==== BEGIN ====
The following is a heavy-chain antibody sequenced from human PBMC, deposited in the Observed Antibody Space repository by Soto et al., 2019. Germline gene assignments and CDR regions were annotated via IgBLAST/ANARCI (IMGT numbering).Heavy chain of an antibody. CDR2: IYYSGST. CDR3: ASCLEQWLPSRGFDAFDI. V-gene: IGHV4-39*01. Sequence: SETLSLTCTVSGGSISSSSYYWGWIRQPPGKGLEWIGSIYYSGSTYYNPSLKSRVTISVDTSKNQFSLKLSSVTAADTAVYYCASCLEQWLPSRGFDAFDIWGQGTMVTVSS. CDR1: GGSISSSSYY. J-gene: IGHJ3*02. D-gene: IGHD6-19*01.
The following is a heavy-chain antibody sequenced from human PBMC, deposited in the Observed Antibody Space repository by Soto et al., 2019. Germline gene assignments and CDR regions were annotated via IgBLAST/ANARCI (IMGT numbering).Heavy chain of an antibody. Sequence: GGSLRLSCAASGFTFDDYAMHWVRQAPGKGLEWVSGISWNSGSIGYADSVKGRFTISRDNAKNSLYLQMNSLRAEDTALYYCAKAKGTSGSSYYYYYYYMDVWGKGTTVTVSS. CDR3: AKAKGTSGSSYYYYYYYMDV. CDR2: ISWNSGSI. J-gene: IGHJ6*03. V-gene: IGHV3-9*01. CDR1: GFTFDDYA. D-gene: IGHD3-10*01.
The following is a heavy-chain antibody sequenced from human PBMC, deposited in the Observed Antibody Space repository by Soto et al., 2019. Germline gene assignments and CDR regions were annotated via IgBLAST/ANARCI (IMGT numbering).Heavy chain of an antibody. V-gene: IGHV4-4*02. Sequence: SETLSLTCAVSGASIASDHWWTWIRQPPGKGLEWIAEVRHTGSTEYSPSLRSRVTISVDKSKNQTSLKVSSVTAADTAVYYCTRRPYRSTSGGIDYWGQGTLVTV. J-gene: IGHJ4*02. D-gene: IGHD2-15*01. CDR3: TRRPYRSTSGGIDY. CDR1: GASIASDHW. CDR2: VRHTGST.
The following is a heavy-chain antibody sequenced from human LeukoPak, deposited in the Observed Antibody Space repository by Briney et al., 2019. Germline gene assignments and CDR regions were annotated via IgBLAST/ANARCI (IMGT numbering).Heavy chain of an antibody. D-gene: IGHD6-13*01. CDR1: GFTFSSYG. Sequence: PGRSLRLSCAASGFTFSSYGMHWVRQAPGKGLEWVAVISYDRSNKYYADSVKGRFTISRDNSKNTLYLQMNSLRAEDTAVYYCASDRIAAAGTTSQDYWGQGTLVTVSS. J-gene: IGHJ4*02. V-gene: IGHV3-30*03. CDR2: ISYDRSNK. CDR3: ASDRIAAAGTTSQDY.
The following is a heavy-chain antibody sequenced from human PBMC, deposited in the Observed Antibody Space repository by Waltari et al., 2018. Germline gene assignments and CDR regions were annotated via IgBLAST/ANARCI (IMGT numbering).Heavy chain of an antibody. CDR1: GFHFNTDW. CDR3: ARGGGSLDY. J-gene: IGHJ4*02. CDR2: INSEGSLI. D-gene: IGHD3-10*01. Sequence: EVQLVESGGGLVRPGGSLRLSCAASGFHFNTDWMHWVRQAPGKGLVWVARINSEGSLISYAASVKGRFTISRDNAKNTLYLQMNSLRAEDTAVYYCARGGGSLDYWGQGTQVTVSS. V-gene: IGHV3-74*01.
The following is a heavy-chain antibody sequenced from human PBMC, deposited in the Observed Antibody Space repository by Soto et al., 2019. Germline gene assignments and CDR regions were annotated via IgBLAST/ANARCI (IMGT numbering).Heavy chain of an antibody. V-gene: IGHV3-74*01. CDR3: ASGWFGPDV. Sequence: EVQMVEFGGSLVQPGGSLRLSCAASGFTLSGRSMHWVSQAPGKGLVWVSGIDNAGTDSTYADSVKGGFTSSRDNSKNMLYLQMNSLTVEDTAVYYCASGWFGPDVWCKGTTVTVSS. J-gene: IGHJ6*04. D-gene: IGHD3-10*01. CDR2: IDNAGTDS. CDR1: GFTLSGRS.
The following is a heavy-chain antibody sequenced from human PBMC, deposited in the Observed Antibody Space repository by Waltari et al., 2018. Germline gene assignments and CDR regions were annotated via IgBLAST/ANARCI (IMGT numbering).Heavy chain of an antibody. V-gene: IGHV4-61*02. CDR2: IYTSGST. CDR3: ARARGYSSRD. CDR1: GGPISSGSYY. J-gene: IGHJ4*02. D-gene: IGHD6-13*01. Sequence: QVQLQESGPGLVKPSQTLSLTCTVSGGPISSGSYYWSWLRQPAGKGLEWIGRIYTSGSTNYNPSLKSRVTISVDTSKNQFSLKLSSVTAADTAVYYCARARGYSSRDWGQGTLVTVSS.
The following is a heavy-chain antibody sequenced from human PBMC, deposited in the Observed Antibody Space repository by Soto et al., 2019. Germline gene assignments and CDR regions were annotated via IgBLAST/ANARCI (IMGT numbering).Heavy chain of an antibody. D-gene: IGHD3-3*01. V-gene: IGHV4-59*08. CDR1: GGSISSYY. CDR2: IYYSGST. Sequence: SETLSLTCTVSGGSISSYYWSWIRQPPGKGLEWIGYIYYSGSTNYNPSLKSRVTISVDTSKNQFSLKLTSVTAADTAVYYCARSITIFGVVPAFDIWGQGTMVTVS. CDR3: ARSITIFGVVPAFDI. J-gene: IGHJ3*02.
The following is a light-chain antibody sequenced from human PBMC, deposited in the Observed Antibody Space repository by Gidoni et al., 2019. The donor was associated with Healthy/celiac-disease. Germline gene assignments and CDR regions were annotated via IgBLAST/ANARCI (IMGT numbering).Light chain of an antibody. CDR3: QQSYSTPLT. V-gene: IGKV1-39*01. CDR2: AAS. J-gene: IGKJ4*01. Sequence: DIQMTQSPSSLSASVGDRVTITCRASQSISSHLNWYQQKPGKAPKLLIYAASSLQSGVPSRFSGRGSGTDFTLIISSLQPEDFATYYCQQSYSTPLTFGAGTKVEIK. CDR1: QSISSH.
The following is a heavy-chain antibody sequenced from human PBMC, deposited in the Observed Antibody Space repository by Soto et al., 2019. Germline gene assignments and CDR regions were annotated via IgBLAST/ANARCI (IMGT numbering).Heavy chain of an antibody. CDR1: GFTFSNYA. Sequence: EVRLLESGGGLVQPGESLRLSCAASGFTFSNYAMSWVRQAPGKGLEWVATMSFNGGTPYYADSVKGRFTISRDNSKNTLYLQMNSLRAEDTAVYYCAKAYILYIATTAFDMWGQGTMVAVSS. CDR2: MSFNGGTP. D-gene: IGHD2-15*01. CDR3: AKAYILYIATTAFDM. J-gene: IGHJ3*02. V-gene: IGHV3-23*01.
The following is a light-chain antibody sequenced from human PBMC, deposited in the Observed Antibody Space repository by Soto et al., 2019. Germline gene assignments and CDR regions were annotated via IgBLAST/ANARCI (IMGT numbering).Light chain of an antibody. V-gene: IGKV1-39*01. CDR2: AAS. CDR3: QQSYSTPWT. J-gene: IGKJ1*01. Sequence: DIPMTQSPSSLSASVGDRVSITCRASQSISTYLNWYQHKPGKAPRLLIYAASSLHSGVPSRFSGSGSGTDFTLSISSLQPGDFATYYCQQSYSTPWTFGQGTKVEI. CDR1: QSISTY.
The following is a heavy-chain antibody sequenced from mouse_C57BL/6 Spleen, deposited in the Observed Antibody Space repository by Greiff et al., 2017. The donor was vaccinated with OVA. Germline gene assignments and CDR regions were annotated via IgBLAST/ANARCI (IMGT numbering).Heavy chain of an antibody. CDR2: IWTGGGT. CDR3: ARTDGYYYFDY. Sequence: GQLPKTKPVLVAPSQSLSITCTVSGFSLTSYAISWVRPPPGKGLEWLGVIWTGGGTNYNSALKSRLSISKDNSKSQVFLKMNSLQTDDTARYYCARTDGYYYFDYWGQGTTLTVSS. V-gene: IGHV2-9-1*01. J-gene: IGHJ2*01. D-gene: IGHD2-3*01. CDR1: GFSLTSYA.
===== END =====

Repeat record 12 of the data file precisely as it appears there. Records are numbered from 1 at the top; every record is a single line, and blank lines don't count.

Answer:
The following is a heavy-chain antibody sequenced from mouse_C57BL/6 Spleen, deposited in the Observed Antibody Space repository by Greiff et al., 2017. The donor was vaccinated with OVA. Germline gene assignments and CDR regions were annotated via IgBLAST/ANARCI (IMGT numbering).Heavy chain of an antibody. CDR2: IWTGGGT. CDR3: ARTDGYYYFDY. Sequence: GQLPKTKPVLVAPSQSLSITCTVSGFSLTSYAISWVRPPPGKGLEWLGVIWTGGGTNYNSALKSRLSISKDNSKSQVFLKMNSLQTDDTARYYCARTDGYYYFDYWGQGTTLTVSS. V-gene: IGHV2-9-1*01. J-gene: IGHJ2*01. D-gene: IGHD2-3*01. CDR1: GFSLTSYA.